Some of the languages have peculiar semantic features, like middle-voice nouns—which I don’t think have ever been reported before—and deponent verbs. Deponency is now a growing topic in linguistics, relating largely to verbs that have passive morphology but apparently active meanings. In Temiar, there are many nouns that have the same morphology permanently built in to them as the productive middle voice of the verb. But when you look at the meanings, they do in fact encode this middle-voice meaning—something that both does and is done unto at the same time, becoming syntactically both actor and patient. So in Temiar for example, the names of very many animals that move themselves, are marked for middle voice in a fixed manner.
The other Aslian languages all have peculiar features in various ways. These are currently being looked at, now that the Chomskyian view based solely on formal syntax has fallen by the wayside, and we’re realising that language is fundamentally about meanings and how you express them. Incidentally, while I was an undergraduate, I went to a public lecture given by Roman Jakobson, at the time when Chomsky’s ‘Syntactic Structures’ had just been published as the first of his books. Even then Jakobson (in a thick Russian accent, in spite of his expertise in phonology!) said that it was absolutely ridiculous to pursue linguistics without any concern for meaning.
What prompted you to write an article in 2012 on why people should learn Aslian languages or less studied and/or endangered languages in general?
I had actually written earlier versions of that paper, initially for a conference in the Netherlands many years ago on endangered languages and literatures in Southeast Asia. There was in fact relatively little material available on Aslian languages at the time: there was my own sketch grammar, there was Gérard Diffloth’s sketch grammar of Jah Hut, and there was a partial grammar of Kentakbong (Kintaq) by Asmah Haji Omar, the Malaysian linguist. That’s all there was for Aslian grammar. At that stage, whether or not any of the languages was endangered was simply unknown.
Anyway, I like the sense of detective work that attaches to working on less-known languages. I’d much rather work on an area where there isn’t much material. But that’s not always the pattern followed in Singapore—and certainly not in Malaysia, where there are more and more studies on Malay, but mostly on standard Malay. There has been some on spoken Malay, but not yet enough. In Singapore, most of the social sciences are concerned with economic development issues. This is certainly important, but how much can yet one more study add to this already overcrowded field? I’d rather do something where almost anything you write is adding to knowledge in a more basic way.
How did you find yourself interested in the Temiar language?
The Temiars are the population that I got my main grant to study on. The topics that interested me about the Temiars at the time were rather technical ones, in the sense that they exhibited issues that were then of interest in anthropology. One such topic was cognatic kinship, that is to say, kinship that’s neither patrilineal (where relationships are traced primarily through the father), nor matrilineal (where they are traced primarily through the mother). In cognatic kinship, relationships are traced through both parents. That turned out to be more interesting than I expected because, at the time—again it’s a technical matter—it was said that cognatic descent groups couldn’t exist. But in fact the Temiars had them. From the point of view of kinship and social organisation studies, which I still carry out, this was an important discovery.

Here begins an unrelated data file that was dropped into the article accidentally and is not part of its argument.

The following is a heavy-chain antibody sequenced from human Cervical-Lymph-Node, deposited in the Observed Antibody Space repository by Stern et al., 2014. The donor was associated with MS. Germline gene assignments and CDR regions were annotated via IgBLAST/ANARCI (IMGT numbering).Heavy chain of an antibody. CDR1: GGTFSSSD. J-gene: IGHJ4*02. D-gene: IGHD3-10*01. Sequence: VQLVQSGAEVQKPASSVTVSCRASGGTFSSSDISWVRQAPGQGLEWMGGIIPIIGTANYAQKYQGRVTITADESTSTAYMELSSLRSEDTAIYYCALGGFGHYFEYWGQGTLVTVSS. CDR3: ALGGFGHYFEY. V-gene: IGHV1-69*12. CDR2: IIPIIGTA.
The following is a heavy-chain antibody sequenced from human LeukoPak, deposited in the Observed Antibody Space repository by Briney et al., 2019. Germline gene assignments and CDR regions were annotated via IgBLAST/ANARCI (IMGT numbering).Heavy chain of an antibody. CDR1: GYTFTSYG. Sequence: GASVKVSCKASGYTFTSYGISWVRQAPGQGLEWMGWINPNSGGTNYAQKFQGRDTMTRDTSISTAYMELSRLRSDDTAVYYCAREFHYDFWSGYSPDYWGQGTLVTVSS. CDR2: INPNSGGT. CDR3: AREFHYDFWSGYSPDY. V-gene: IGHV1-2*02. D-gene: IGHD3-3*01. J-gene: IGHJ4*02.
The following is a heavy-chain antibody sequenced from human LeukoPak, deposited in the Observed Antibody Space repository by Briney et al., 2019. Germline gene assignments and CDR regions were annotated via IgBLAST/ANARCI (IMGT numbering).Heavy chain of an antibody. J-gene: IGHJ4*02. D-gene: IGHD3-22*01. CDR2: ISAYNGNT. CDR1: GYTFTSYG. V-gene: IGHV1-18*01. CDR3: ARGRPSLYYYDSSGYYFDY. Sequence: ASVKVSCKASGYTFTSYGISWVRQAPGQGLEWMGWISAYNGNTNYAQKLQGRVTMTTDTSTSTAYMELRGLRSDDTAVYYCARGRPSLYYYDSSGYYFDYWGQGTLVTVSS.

The other topic of anthropological interest at the time was shifting or swidden cultivation, an excellent example of how populations dealt with their natural surroundings. Although this was important, I couldn’t do a great deal on it because I was too isolated to get the plant materials out. I had made an arrangement at the Singapore Botanical Gardens to send items to them to for identification, but it proved logistically impossible. I mean, I was so isolated—during my first fieldtrip at least—even my food had to be parachuted in by airplane, once a month. I myself was taken in by helicopter and thereafter I had to walk everywhere, so it was impossible to do some of the planned work. The Temiars then—not so much now, but then—were one of the more isolated Orang Asli groups.
Are they less isolated now?
Yes, because roads have been built and the young ones have been to school, and some of them are in waged employment. When I stayed there for about 17–18 months in 1964, I came out of the field from time to time, usually when the tape-recorder broke down. On later visits, I have taken the roads that have been available since the 1990s, even though some of the intervening visits still required a lot of walking through the forests.
How did you manage to find the community and assimilate with the culture and people?
With a certain degree of stubbornness! I had met the headman of the village I used as a home base, because he was at the Orang Asli hospital at Ulu Gombak just outside Kuala Lumpur—being treated for tuberculosis. He adopted me as his younger brother, although he was very much older than me (I wasn’t quite 24 when I went into the field, which by current standards is very young to go and do PhD fieldwork.) I therefore already had the necessary linkage, so when I was dropped off by helicopter into the village, I could claim some kind of prior relationship. Of course, it took the people some time to realise that I wasn’t just a casual visitor. I was really quite keen to learn all I could, but I had to start by speaking (bad) Malay working for six weeks with two respondents—whom I paid on a daily basis—to work with the Temiar language. Thereafter I deliberately dropped Malay and forced myself to speak Temiar, although I hadn’t by any means fully analysed the language—not even the phonology at that stage.